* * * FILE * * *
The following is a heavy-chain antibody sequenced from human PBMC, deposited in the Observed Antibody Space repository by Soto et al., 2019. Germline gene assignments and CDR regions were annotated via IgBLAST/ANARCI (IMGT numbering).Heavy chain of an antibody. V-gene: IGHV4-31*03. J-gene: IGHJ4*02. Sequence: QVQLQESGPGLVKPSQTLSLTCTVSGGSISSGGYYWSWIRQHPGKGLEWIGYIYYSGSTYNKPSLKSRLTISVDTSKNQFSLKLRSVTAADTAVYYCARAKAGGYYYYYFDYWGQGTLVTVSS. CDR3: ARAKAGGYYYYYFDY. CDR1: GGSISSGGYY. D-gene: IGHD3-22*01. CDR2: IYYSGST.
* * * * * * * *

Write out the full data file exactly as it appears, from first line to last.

The following is a heavy-chain antibody sequenced from human PBMC, deposited in the Observed Antibody Space repository by Soto et al., 2019. Germline gene assignments and CDR regions were annotated via IgBLAST/ANARCI (IMGT numbering).Heavy chain of an antibody. V-gene: IGHV4-31*03. J-gene: IGHJ4*02. Sequence: QVQLQESGPGLVKPSQTLSLTCTVSGGSISSGGYYWSWIRQHPGKGLEWIGYIYYSGSTYNKPSLKSRLTISVDTSKNQFSLKLRSVTAADTAVYYCARAKAGGYYYYYFDYWGQGTLVTVSS. CDR3: ARAKAGGYYYYYFDY. CDR1: GGSISSGGYY. D-gene: IGHD3-22*01. CDR2: IYYSGST.